Which Direction is Best for Enteroscopy?

Antegrade is better than retrograde enteroscopy in diagnosis and treatment of patients with small bowel disease, according to the August issue of Clinical Gastroenterology and Hepatology.

Single and double balloon-assisted enteroscopy (SBE and DBE), and spiral enteroscopy (which uses a screw-like overtube), are used to evaluate and treat patients with small-bowel mucosal diseases.

The most commonly used approach is the antegrade approach, via the mouth. Retrograde enteroscopy, performed through the rectum, allows the endoscopist to view the distal small intestine. However, the retrograde procedure is technically more challenging—21% of DBEs fail at terminal ileal intubation. Depths of insertion into the small bowel from retrograde DBE and SBE are also much lower than those of antegrade procedures.

Madhusudhan R. Sanaka et al. compared the efficacy of antegrade vs retrograde approaches for the different enteroscopy systems, based on diagnosis and treatment of suspected small-bowel disease.

They found that the diagnostic and therapeutic yields were significantly greater for antegrade than retrograde enteroscopy.

Diagnostic and therapeutic yields of antegrade and retrograde enteroscopy.

Furthermore, antegrade procedures were of shorter duration than retrograde enteroscopy (an average of 44.3 vs 58.9 minutes), and the mean depth of maximal insertion was significantly greater with antegrade endoscopy (an average of 231.8 vs 103.4 cm). There were no significant differences in complications.

The most common indication for small-bowel endoscopy among patients in this study was obscure gastrointestinal bleeding. In an editorial that accompanies the article, Klaus Mönkemüller says that this makes the findings especially relevant to daily clinical practice.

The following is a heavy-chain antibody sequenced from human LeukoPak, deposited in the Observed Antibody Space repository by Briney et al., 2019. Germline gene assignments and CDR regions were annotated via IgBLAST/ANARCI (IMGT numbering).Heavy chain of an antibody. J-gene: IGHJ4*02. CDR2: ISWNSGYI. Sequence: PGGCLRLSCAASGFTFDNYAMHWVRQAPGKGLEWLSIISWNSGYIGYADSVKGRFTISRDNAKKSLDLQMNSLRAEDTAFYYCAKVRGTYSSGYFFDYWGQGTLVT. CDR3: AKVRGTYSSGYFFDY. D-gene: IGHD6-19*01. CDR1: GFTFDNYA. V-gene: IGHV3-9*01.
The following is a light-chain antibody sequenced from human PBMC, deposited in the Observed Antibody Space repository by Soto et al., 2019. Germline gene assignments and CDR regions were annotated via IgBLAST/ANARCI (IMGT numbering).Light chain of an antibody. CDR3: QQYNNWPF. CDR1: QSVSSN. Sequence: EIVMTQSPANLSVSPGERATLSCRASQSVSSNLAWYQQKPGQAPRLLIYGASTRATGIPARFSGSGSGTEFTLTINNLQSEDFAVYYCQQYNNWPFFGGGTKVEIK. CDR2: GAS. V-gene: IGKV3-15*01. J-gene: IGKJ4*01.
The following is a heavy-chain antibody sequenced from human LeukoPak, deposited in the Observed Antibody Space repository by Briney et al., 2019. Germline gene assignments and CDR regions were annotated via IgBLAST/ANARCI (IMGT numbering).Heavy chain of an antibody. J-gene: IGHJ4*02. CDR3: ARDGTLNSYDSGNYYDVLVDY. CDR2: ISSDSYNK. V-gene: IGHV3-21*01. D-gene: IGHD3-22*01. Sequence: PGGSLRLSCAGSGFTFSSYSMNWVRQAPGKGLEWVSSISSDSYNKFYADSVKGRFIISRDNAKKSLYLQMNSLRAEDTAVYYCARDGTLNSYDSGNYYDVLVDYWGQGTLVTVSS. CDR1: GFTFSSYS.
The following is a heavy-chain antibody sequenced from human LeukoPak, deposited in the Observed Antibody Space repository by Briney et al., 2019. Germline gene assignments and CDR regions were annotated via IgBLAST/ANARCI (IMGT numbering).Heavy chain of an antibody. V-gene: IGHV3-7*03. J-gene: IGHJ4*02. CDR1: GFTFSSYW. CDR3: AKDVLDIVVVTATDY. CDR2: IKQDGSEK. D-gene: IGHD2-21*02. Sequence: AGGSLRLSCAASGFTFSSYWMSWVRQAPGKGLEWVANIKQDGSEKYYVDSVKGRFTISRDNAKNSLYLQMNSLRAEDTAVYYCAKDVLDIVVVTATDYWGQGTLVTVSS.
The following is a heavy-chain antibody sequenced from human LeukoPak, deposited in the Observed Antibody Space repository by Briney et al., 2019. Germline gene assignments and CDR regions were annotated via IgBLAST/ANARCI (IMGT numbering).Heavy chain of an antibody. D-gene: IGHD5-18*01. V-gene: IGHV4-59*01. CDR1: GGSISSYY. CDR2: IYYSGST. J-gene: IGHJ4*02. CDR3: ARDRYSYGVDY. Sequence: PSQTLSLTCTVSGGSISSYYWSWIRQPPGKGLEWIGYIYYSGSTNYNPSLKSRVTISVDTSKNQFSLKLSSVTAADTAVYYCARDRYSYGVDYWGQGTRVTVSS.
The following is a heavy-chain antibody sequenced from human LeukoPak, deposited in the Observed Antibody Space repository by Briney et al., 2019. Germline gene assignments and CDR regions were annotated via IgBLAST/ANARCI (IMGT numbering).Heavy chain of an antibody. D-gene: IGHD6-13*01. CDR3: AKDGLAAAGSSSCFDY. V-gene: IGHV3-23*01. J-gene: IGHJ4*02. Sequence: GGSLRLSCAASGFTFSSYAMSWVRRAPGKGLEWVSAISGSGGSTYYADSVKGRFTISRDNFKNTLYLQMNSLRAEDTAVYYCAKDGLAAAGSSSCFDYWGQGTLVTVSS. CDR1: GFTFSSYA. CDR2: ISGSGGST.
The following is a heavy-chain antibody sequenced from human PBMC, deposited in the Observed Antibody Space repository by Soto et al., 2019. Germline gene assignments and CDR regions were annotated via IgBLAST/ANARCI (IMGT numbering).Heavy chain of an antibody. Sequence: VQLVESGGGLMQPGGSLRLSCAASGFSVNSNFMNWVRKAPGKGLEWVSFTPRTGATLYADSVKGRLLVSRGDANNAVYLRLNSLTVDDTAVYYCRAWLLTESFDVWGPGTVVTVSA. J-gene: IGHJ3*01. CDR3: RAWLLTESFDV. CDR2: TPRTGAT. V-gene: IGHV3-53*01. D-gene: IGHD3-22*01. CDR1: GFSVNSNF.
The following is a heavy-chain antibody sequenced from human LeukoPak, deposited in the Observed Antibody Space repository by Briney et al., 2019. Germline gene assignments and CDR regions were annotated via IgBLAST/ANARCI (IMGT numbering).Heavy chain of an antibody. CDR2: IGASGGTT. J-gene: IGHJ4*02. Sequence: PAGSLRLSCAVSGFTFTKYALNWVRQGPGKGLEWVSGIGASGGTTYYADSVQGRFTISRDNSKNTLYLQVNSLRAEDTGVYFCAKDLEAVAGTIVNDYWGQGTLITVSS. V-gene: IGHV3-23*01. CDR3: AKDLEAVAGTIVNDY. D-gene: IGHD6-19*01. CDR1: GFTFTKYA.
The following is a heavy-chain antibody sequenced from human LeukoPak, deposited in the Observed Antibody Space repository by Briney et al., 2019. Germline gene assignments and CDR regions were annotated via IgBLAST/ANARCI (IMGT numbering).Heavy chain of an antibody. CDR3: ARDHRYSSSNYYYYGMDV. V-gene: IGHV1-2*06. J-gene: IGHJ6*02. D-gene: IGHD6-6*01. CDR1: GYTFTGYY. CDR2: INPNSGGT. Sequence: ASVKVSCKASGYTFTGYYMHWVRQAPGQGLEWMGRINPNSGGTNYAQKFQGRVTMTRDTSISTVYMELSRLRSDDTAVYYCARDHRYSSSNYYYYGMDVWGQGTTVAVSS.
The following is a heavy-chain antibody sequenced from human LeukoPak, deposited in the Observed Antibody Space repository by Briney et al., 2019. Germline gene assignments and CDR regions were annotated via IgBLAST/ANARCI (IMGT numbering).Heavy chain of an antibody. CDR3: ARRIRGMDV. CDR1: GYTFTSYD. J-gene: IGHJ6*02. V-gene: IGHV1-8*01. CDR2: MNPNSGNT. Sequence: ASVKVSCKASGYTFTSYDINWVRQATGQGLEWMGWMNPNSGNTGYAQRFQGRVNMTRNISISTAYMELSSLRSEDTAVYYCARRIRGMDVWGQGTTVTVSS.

Sanaka et al. conclude that antegrade enteroscopy should be used as the initial approach for suspected small-bowel disease, and that retrograde enteroscopy be considered when findings are not clear or if the abnormalities identified are unlikely to account for the patient’s symptoms.

Mönkemüller says this conclusion applies for conditions that occur most frequently in the proximal jejunum, but this does not mean that clinicians should always take the “easier route” (antegrade)—all information should be considered when selecting the route for entrance into the small bowel.

He warns that retrograde enteroscopy could be best for patients with hematochezia and history of pelvic radiation, who are likely to have radiation ileitis, rather than jejunitis. Retrograde enteroscopy also should be considered if capsule endoscopy or radiologic imaging studies clearly indicate defects in the distal small-bowel, such as in patients with suspected Crohn’s disease. For this reason Mönkemüller proposes dividing small diseases into those that mostly affect the jejunum, the ileum, or both.

Because this was a retrospective analysis, prospective randomized studies are needed to compare the efficacy of these approaches.

Read the article online.
Sanaka MR, Navaneethan U, Kosuru B, et al. Antegrade is more effective than retrograde enteroscopy for evaluation and management of suspected small-bowel disease. Clin Gastroenterol Hepatol 2012;10:910-916.

Read the accompanying editorial.
Mönkemüller K. Should we illuminate the black box of the small bowel mucosa from above or below? Clin Gastroenterol Hepatol 2012;10:917-919.

About Kristine Novak, PhD, Science Editor

Dr. Kristine Novak is the science editor for Gastroenterology and Clinical Gastroenterology and Hepatology, both published by the American Gastroenterological Association. She has worked as an editor at biomedical research journals and as a science writer for more than 12 years, covering advances in gastroenterology, hepatology, cancer, immunology, biotechnology, molecular genetics, and clinical trials. She has a PhD in cell biology and an interest in all areas of medical research.
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